On track to reach a run size of 3,200 fish, Willamette River wild steelhead may post one of the best returns of the threatened fish in more than three years, according to the Oregon Department of Fish and Wildlife.
The U.S. Army Corps of Engineers opened a National Environmental Policy Act process this week that looks at the operation and maintenance of the agency’s Willamette River projects and their impact on threatened upper Willamette River wild winter steelhead and wild spring chinook.
In a two-step challenge to operations at Willamette River basin dams, attorneys for a coalition of conservation groups argued in court Thursday that the U.S. Army Corps of Engineers should immediately take steps to improve conditions for migrating juveniles and spawning adult salmon and steelhead, even while the Corps works with NOAA Fisheries on a new biological opinion.
A new biological opinion for the federal Columbia River power system aimed at protecting and recovering salmon and steelhead listed under the federal Endangered Species Act was completed Friday and posted without fanfare to the NOAA Fisheries website.
After a colder than average February and with snow piling up at low elevations in the Snake River basin, a sunny and warm early March is resulting in runoff from the basin that is sufficiently supplementing flows lower in the Columbia River that will keep water over several hundred chum redds (nests) downstream of Bonneville Dam.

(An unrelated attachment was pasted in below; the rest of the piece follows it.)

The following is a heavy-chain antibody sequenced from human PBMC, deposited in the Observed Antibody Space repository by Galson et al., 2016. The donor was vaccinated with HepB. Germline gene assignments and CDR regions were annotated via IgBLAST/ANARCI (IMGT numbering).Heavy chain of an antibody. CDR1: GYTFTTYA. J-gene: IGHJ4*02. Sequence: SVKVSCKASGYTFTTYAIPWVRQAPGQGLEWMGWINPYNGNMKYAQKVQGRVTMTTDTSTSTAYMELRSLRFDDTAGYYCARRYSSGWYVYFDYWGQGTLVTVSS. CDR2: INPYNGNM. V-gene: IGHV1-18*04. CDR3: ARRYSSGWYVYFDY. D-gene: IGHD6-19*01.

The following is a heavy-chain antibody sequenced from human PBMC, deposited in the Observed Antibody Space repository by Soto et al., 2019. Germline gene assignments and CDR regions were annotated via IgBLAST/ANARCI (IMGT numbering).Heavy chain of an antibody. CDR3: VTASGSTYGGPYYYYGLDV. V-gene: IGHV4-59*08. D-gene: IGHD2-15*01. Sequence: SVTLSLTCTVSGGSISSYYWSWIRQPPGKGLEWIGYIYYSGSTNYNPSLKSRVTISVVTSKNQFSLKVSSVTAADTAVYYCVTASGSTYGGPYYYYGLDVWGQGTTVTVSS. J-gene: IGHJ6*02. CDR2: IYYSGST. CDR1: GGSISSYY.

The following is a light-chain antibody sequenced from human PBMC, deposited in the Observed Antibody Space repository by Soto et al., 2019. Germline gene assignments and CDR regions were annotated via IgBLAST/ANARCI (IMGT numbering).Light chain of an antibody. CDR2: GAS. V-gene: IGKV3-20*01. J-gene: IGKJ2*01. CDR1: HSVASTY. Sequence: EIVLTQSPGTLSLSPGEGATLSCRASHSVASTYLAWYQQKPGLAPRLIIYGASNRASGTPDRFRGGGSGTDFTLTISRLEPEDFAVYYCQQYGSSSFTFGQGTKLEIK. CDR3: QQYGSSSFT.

Providing access to areas upstream of dams in the Columbia River basin that when built blocked passage for anadromous fish is a priority in many of the amendment proposals to its basin Fish and Wildlife Program received by the Northwest Power and Conservation Council.
A 30-day comment period began this week (March 11) on a draft environmental assessment for downstream fish passage at Cougar Dam on the south fork of Oregon’s McKenzie River. The public review period will end April 10.
The Bonneville Power Administration spent nearly $260 million in direct costs for its Fish and Wildlife Program in fiscal year 2018, according to a draft report approved for public comment by the Northwest Power and Conservation Council.
The Bonneville Power Administration has spent billions of dollars on Columbia River basin fish and wildlife mitigation and it continues to spend nearly $300 million each year in direct expenses for the Columbia River Fish and Wildlife Program.